In that brutal bad New Zealand winter of 2002 the worst storm ever recorded charged across the central North Island mountains, burying the forests in meters of snow and sending the few humans crazy enough to be out there in that onslaught fleeing for lonely mountain huts. Marooned by waist high drifts, fallen trees and winds colder than grief they huddled over cheerless fires while the storm howled and hammered at the windows like a break-in, eking out their food for the long wait. The canopies of that beautiful forest became weighed down by accumulating snow and when the lethal winds would not abate, toppled to the forest floor, their huge trunks shattering like match sticks. The great cathedral-like valleys and long skylines of ancient podocarps were decimated, a holocaust, their splintered blood red timbers oozing sap like the death of a great dynasty.
We came there for three days in 2011. The toppled forest giants lay in their beautiful ruins, engulfed now in ferns, algae, multiplying mosses, dissolving back into the earth, soil for the hibernating seeds of the new generations. Lichens, purple mushrooms, ancient symbiotic things competed for life on the armor plated bark; and myriad fungi, their delicate spiderweb filaments creeping out, hungry tentacles craving nutrients and life.
In pools of startling transparency, grandfather trout fit to grace any fisherman’s extravagant dreams lazed above pebble beds of smooth argillite and grey river stones. The water achingly cold, pure as tears. And deer tracks in the mud pans and snow, the splayed imprint of a hurrying stag, and last night, deft hooves of a hind, light, cautious. She stopped just there, listening deeply into the intense and telling silences, hearing every tiny sound of the night – stealthy wings, an owl trawling the dark; the mute whirr of a ghost moth; leaves moving, the sighing forest; the susurrations of water; far off a kiwi’s plaintive cry. Then reassured, moving on.
Our flimsy tent fly is not needed on this clear night and we lie on the forest floor in our sleeping bags, staring up through the dark shapes of trees into an indigo sky filled with dishevelled stars, a high tossed handful of jasmine flowers. Now the long wait till dawn, awareness without thought, the brimming silence, the attentive listening – not just into the darkness but into those deeper silences that are existential, open you up to other perspectives and broodings. The long night swallows up the follies in your mind.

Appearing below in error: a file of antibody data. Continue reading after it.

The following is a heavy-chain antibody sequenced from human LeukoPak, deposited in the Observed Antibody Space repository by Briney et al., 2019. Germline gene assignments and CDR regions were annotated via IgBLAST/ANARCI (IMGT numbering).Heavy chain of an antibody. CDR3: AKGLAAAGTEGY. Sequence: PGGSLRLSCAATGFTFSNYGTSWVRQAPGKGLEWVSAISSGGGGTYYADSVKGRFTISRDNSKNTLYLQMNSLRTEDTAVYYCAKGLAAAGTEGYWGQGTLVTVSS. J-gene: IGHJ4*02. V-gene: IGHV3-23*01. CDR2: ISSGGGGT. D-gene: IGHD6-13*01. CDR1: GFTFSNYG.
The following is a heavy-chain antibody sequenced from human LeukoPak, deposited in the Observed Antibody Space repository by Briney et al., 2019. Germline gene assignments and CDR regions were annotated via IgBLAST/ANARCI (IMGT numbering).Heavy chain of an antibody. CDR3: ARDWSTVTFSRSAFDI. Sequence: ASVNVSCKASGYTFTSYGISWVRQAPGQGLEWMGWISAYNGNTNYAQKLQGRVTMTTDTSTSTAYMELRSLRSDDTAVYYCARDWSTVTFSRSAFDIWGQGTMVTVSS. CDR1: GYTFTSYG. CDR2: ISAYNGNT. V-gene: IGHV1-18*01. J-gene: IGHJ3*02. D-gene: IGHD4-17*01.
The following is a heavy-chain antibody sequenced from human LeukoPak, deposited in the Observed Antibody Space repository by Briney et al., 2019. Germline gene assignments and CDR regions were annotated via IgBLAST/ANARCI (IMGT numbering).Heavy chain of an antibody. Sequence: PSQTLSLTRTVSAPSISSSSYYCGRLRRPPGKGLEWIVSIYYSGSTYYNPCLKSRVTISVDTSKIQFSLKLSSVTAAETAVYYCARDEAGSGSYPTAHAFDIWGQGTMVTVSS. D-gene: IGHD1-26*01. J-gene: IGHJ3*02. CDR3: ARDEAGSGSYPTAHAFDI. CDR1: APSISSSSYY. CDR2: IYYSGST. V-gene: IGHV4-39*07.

Then 5 am, the dawn sky swallowing its last pale stars, retiring owls calling from the dark folds of hills, a dim figure shuffling down to the cold, crystalline river to wash. Then to meditate together around a fire piled high with deadfall. “ Look” says Ramana Maharshi in a passage I remember from somewhere. “ This little finger covers the eye and prevents the whole world from being seen. In the same way this small mind covers the whole universe and prevents Reality from being seen. See how powerful it is!”.
But in this silence before the dawn chorus of the birds the mind melts slowly away and there is only this moment attenuated out like a long string of presence, only the here and now and the simplicity of pure being. In this happiness, Guru writes, “we will really spread our wings, and we will feel that we are flying in the divine freedom-sky. The entire length and breadth of the world become ours, not for us to rule over but as an expansion of our consciousness. We become reality and vastness itself.”